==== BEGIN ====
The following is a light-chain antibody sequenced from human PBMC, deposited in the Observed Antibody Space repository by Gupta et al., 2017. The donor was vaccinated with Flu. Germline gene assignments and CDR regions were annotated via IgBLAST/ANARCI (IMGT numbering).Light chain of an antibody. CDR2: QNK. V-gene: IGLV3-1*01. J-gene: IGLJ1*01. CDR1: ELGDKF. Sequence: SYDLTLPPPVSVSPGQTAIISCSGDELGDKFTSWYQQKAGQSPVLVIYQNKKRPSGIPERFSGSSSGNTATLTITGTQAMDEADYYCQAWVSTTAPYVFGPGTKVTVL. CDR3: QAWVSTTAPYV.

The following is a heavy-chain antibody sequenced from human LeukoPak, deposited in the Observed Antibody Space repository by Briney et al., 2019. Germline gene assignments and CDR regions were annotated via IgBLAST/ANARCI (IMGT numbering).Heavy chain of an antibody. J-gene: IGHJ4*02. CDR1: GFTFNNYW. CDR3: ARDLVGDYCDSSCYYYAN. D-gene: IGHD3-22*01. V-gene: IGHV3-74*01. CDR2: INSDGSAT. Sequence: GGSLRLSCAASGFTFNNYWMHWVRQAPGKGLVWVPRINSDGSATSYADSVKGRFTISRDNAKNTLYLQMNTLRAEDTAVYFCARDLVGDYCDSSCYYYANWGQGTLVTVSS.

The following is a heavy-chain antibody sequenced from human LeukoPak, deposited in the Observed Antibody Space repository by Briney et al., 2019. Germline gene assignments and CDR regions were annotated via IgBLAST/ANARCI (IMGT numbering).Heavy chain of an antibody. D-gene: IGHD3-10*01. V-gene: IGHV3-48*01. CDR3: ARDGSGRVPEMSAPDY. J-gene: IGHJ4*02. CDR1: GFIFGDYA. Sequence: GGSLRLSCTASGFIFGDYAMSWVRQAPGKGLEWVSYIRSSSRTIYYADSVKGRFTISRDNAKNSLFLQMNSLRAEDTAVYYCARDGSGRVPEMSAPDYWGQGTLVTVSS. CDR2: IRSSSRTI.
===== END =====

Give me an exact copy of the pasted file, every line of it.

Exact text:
The following is a light-chain antibody sequenced from human PBMC, deposited in the Observed Antibody Space repository by Gupta et al., 2017. The donor was vaccinated with Flu. Germline gene assignments and CDR regions were annotated via IgBLAST/ANARCI (IMGT numbering).Light chain of an antibody. CDR2: QNK. V-gene: IGLV3-1*01. J-gene: IGLJ1*01. CDR1: ELGDKF. Sequence: SYDLTLPPPVSVSPGQTAIISCSGDELGDKFTSWYQQKAGQSPVLVIYQNKKRPSGIPERFSGSSSGNTATLTITGTQAMDEADYYCQAWVSTTAPYVFGPGTKVTVL. CDR3: QAWVSTTAPYV.

The following is a heavy-chain antibody sequenced from human LeukoPak, deposited in the Observed Antibody Space repository by Briney et al., 2019. Germline gene assignments and CDR regions were annotated via IgBLAST/ANARCI (IMGT numbering).Heavy chain of an antibody. J-gene: IGHJ4*02. CDR1: GFTFNNYW. CDR3: ARDLVGDYCDSSCYYYAN. D-gene: IGHD3-22*01. V-gene: IGHV3-74*01. CDR2: INSDGSAT. Sequence: GGSLRLSCAASGFTFNNYWMHWVRQAPGKGLVWVPRINSDGSATSYADSVKGRFTISRDNAKNTLYLQMNTLRAEDTAVYFCARDLVGDYCDSSCYYYANWGQGTLVTVSS.

The following is a heavy-chain antibody sequenced from human LeukoPak, deposited in the Observed Antibody Space repository by Briney et al., 2019. Germline gene assignments and CDR regions were annotated via IgBLAST/ANARCI (IMGT numbering).Heavy chain of an antibody. D-gene: IGHD3-10*01. V-gene: IGHV3-48*01. CDR3: ARDGSGRVPEMSAPDY. J-gene: IGHJ4*02. CDR1: GFIFGDYA. Sequence: GGSLRLSCTASGFIFGDYAMSWVRQAPGKGLEWVSYIRSSSRTIYYADSVKGRFTISRDNAKNSLFLQMNSLRAEDTAVYYCARDGSGRVPEMSAPDYWGQGTLVTVSS. CDR2: IRSSSRTI.